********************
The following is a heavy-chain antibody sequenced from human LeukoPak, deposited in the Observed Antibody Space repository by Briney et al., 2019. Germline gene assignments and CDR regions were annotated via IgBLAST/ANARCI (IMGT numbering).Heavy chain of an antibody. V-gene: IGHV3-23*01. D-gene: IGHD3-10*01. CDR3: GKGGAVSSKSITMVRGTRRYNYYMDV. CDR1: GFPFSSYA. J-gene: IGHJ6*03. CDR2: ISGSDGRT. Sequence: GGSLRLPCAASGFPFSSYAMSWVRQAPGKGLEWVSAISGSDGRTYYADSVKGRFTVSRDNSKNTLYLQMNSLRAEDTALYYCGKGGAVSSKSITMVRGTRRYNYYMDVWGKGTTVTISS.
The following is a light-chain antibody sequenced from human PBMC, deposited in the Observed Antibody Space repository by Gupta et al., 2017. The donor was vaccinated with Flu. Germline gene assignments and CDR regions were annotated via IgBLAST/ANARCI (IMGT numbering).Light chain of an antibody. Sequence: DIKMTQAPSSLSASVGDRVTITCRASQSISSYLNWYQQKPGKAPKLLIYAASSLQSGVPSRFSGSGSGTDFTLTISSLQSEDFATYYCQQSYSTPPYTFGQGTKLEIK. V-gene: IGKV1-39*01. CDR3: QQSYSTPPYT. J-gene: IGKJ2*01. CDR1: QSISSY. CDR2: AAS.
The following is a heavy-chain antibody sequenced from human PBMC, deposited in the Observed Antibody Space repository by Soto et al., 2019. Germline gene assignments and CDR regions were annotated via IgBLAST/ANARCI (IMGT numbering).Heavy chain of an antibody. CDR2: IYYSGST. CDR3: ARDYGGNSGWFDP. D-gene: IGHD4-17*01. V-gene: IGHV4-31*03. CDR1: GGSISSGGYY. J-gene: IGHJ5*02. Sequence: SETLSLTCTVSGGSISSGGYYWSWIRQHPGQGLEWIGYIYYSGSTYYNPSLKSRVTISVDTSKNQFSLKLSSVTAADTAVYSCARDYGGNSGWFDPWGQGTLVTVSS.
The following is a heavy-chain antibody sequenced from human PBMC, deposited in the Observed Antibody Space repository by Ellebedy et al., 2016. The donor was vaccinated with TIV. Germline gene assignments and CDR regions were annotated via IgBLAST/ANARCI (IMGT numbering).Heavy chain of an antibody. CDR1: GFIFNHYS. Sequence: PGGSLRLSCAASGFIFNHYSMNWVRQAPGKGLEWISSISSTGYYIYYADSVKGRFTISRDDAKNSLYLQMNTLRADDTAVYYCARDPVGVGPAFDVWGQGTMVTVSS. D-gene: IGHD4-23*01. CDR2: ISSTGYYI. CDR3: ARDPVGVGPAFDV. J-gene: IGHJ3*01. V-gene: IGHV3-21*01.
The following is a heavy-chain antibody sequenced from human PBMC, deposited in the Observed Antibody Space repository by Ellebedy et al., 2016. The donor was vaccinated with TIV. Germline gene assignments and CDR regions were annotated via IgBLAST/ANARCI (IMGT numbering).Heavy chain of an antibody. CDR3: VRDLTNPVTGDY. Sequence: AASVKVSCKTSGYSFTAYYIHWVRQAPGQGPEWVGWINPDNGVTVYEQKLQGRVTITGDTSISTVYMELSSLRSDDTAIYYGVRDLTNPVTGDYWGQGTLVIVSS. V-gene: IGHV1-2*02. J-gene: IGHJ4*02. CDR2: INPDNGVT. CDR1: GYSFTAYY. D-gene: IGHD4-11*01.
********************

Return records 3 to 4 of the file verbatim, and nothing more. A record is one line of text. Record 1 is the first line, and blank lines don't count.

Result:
The following is a heavy-chain antibody sequenced from human PBMC, deposited in the Observed Antibody Space repository by Soto et al., 2019. Germline gene assignments and CDR regions were annotated via IgBLAST/ANARCI (IMGT numbering).Heavy chain of an antibody. CDR2: IYYSGST. CDR3: ARDYGGNSGWFDP. D-gene: IGHD4-17*01. V-gene: IGHV4-31*03. CDR1: GGSISSGGYY. J-gene: IGHJ5*02. Sequence: SETLSLTCTVSGGSISSGGYYWSWIRQHPGQGLEWIGYIYYSGSTYYNPSLKSRVTISVDTSKNQFSLKLSSVTAADTAVYSCARDYGGNSGWFDPWGQGTLVTVSS.
The following is a heavy-chain antibody sequenced from human PBMC, deposited in the Observed Antibody Space repository by Ellebedy et al., 2016. The donor was vaccinated with TIV. Germline gene assignments and CDR regions were annotated via IgBLAST/ANARCI (IMGT numbering).Heavy chain of an antibody. CDR1: GFIFNHYS. Sequence: PGGSLRLSCAASGFIFNHYSMNWVRQAPGKGLEWISSISSTGYYIYYADSVKGRFTISRDDAKNSLYLQMNTLRADDTAVYYCARDPVGVGPAFDVWGQGTMVTVSS. D-gene: IGHD4-23*01. CDR2: ISSTGYYI. CDR3: ARDPVGVGPAFDV. J-gene: IGHJ3*01. V-gene: IGHV3-21*01.